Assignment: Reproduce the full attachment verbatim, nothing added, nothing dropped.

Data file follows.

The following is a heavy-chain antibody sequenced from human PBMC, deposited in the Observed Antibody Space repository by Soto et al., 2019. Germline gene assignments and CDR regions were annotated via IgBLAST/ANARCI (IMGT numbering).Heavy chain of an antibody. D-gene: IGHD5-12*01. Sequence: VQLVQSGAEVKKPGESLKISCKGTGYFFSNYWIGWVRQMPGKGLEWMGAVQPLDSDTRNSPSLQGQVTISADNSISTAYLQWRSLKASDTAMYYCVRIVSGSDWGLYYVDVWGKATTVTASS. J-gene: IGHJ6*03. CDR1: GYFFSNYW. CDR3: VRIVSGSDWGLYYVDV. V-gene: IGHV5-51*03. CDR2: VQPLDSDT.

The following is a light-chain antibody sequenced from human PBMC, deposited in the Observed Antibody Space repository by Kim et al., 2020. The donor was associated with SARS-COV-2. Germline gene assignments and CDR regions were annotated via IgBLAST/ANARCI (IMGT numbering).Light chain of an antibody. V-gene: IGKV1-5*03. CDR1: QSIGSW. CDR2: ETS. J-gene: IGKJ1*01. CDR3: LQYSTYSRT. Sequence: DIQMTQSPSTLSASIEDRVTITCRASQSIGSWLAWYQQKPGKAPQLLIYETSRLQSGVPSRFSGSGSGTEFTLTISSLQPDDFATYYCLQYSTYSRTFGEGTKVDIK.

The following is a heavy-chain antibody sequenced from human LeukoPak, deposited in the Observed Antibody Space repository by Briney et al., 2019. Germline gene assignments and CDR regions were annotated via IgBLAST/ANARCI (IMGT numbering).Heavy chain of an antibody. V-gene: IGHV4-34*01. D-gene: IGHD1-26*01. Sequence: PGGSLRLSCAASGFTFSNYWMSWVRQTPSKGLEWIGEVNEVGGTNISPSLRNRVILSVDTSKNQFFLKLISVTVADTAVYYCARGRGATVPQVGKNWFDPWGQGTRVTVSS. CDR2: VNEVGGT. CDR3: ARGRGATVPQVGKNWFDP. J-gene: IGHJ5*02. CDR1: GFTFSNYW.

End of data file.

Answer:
The following is a heavy-chain antibody sequenced from human PBMC, deposited in the Observed Antibody Space repository by Soto et al., 2019. Germline gene assignments and CDR regions were annotated via IgBLAST/ANARCI (IMGT numbering).Heavy chain of an antibody. D-gene: IGHD5-12*01. Sequence: VQLVQSGAEVKKPGESLKISCKGTGYFFSNYWIGWVRQMPGKGLEWMGAVQPLDSDTRNSPSLQGQVTISADNSISTAYLQWRSLKASDTAMYYCVRIVSGSDWGLYYVDVWGKATTVTASS. J-gene: IGHJ6*03. CDR1: GYFFSNYW. CDR3: VRIVSGSDWGLYYVDV. V-gene: IGHV5-51*03. CDR2: VQPLDSDT.

The following is a light-chain antibody sequenced from human PBMC, deposited in the Observed Antibody Space repository by Kim et al., 2020. The donor was associated with SARS-COV-2. Germline gene assignments and CDR regions were annotated via IgBLAST/ANARCI (IMGT numbering).Light chain of an antibody. V-gene: IGKV1-5*03. CDR1: QSIGSW. CDR2: ETS. J-gene: IGKJ1*01. CDR3: LQYSTYSRT. Sequence: DIQMTQSPSTLSASIEDRVTITCRASQSIGSWLAWYQQKPGKAPQLLIYETSRLQSGVPSRFSGSGSGTEFTLTISSLQPDDFATYYCLQYSTYSRTFGEGTKVDIK.

The following is a heavy-chain antibody sequenced from human LeukoPak, deposited in the Observed Antibody Space repository by Briney et al., 2019. Germline gene assignments and CDR regions were annotated via IgBLAST/ANARCI (IMGT numbering).Heavy chain of an antibody. V-gene: IGHV4-34*01. D-gene: IGHD1-26*01. Sequence: PGGSLRLSCAASGFTFSNYWMSWVRQTPSKGLEWIGEVNEVGGTNISPSLRNRVILSVDTSKNQFFLKLISVTVADTAVYYCARGRGATVPQVGKNWFDPWGQGTRVTVSS. CDR2: VNEVGGT. CDR3: ARGRGATVPQVGKNWFDP. J-gene: IGHJ5*02. CDR1: GFTFSNYW.